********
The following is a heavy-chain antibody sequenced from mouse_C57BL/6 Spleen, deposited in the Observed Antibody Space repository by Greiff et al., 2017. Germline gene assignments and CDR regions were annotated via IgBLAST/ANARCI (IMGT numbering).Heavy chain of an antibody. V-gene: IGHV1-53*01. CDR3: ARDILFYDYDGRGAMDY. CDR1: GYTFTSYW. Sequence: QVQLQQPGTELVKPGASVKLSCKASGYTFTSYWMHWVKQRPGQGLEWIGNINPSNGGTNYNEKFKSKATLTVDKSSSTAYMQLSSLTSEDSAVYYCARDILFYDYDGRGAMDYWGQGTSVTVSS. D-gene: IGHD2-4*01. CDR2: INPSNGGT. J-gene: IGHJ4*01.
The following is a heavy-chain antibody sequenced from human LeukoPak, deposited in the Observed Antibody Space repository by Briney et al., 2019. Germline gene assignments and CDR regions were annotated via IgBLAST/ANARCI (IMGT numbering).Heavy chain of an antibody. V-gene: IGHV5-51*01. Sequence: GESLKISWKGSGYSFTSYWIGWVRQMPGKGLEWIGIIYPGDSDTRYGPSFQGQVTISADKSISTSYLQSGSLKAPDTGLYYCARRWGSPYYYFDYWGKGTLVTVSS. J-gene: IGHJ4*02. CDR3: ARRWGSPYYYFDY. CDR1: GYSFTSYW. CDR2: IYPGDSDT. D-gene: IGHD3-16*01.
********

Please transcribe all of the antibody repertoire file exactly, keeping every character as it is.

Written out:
The following is a heavy-chain antibody sequenced from mouse_C57BL/6 Spleen, deposited in the Observed Antibody Space repository by Greiff et al., 2017. Germline gene assignments and CDR regions were annotated via IgBLAST/ANARCI (IMGT numbering).Heavy chain of an antibody. V-gene: IGHV1-53*01. CDR3: ARDILFYDYDGRGAMDY. CDR1: GYTFTSYW. Sequence: QVQLQQPGTELVKPGASVKLSCKASGYTFTSYWMHWVKQRPGQGLEWIGNINPSNGGTNYNEKFKSKATLTVDKSSSTAYMQLSSLTSEDSAVYYCARDILFYDYDGRGAMDYWGQGTSVTVSS. D-gene: IGHD2-4*01. CDR2: INPSNGGT. J-gene: IGHJ4*01.
The following is a heavy-chain antibody sequenced from human LeukoPak, deposited in the Observed Antibody Space repository by Briney et al., 2019. Germline gene assignments and CDR regions were annotated via IgBLAST/ANARCI (IMGT numbering).Heavy chain of an antibody. V-gene: IGHV5-51*01. Sequence: GESLKISWKGSGYSFTSYWIGWVRQMPGKGLEWIGIIYPGDSDTRYGPSFQGQVTISADKSISTSYLQSGSLKAPDTGLYYCARRWGSPYYYFDYWGKGTLVTVSS. J-gene: IGHJ4*02. CDR3: ARRWGSPYYYFDY. CDR1: GYSFTSYW. CDR2: IYPGDSDT. D-gene: IGHD3-16*01.